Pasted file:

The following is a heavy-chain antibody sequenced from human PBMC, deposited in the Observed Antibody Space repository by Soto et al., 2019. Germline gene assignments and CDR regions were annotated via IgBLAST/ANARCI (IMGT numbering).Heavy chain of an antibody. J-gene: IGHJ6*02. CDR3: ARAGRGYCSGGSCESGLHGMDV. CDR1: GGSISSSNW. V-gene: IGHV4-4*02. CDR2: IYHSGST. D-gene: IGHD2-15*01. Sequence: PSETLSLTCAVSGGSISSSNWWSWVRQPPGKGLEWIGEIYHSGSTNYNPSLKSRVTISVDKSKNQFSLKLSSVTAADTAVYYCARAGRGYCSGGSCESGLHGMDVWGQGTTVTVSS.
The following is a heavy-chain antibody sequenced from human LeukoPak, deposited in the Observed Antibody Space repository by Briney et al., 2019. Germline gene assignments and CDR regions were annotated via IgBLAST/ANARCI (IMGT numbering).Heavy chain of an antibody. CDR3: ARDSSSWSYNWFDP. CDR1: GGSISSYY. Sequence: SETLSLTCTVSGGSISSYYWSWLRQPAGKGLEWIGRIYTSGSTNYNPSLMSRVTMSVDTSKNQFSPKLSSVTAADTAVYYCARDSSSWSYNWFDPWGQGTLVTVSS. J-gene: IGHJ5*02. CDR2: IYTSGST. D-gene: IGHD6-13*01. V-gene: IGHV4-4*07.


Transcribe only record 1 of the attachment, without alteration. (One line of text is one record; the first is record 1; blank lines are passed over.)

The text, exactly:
The following is a heavy-chain antibody sequenced from human PBMC, deposited in the Observed Antibody Space repository by Soto et al., 2019. Germline gene assignments and CDR regions were annotated via IgBLAST/ANARCI (IMGT numbering).Heavy chain of an antibody. J-gene: IGHJ6*02. CDR3: ARAGRGYCSGGSCESGLHGMDV. CDR1: GGSISSSNW. V-gene: IGHV4-4*02. CDR2: IYHSGST. D-gene: IGHD2-15*01. Sequence: PSETLSLTCAVSGGSISSSNWWSWVRQPPGKGLEWIGEIYHSGSTNYNPSLKSRVTISVDKSKNQFSLKLSSVTAADTAVYYCARAGRGYCSGGSCESGLHGMDVWGQGTTVTVSS.